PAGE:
Three stories and a press release about just how big this stuff is, who pays, who profits.
First, from the Minneapolis StarTribune:
And the wind waits ... and waits ...
The waiting list for proposed wind energy projects in the state is 612 years. But changes are afoot.From the Times of London:
...While the national mood has shifted to embrace renewable energy, and states including Minnesota have pledged increased usage, conditions on the ground are not making it easy. Developers point to shortages of the wind turbines, engineers to run them and transmission lines to carry the electricity they produce....
Wind farms turn huge profit with help of subsidies
LAVISH subsidies and high electricity prices have turned Britain’s onshore wind farms into an extraordinary moneyspinner, with a single turbine capable of generating £500,000 of pure profit per year.
According to new industry figures, a typical 2 megawatt (2MW) turbine can now generate power worth £200,000 on the wholesale markets - plus another £300,000 of subsidy from taxpayers.
Since such turbines cost around £2m to build and last for 20 or more years, it means they can pay for themselves in just 4-5 years and then produce nothing but profit.
The lucrative outlook has led to a surge in planning applications for new windfarms. There are already 165 wind farms operating 1,944 turbines in Britain but another 34 are under construction, a further 118 have planning consent and 220 are under consideration, according to new figures from the British Wind Energy Association....
Via the American Wind Energy Association:
“As leaders of four major renewable energy trade associations, we respectfully urge bipartisan Congressional Leadership and the President to work together to include renewable energy tax provisions in any economic stimulus legislation currently being developed. Renewable energy will put Americans back to work, provide reliable and domestic energy for homes and businesses, and spur billions of dollars of economic investment but only if Congress and the Administration take immediate action to extend the renewable energy tax credits.”From The Telegraph:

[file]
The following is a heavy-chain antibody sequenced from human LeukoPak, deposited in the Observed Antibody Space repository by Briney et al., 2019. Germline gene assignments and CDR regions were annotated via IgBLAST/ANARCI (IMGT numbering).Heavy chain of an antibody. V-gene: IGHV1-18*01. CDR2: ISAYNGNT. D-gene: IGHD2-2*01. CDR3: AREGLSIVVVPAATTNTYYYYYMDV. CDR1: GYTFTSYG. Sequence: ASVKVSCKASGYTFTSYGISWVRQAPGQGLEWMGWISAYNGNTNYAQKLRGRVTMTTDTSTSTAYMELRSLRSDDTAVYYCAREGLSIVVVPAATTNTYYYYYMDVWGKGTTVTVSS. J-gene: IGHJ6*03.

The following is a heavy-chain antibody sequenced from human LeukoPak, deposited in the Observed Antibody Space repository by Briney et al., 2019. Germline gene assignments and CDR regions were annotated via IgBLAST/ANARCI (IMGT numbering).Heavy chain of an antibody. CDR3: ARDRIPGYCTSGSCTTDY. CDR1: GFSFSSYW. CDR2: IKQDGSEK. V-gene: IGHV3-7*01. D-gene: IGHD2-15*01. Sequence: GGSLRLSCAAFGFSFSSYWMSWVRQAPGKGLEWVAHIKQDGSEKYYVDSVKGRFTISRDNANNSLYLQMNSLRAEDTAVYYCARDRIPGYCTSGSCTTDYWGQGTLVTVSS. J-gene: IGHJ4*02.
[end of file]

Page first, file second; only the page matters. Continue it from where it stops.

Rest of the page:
EU plans to see our economy blown away
...The targets Britain will be legally committed to reach within 12 years fall under three main headings. Firstly, that 15 per cent of our energy should come from renewable sources such as wind (currently 1 per cent). Secondly, that 10 per cent of our transport fuel should be biofuels. Thirdly, that we accept a more draconian version of the "emissions trading scheme" that is already adding up to 12 per cent to our electricity bills.
The most prominent proposal is that which will require Britain to build up to 20,000 more wind turbines, including the 7,000 offshore giants announced by the Government before Christmas. To build two turbines a day, nearly as high as the Eiffel Tower, is inconceivable. What is also never explained is their astronomic cost.
At £2 million per megawatt of "capacity" (according to the Carbon Trust), the bill for the Government's 33 gigawatts (Gw) would be £66 billion [$13o bil. -ed.] (and even that, as was admitted in a recent parliamentary answer, doesn't include an extra £10 billion needed to connect the turbines to the grid). But the actual output of these turbines, because of the wind's unreliability, would be barely a third of their capacity. The resulting 11Gw could be produced by just seven new "carbon-free" nuclear power stations, at a quarter of the cost....
The EU's plans for "renewables" do not include nuclear energy. Worse, they take no account of the back-up needed for when the wind is not blowing - which would require Britain to have 33Gw of capacity constantly available from conventional power stations....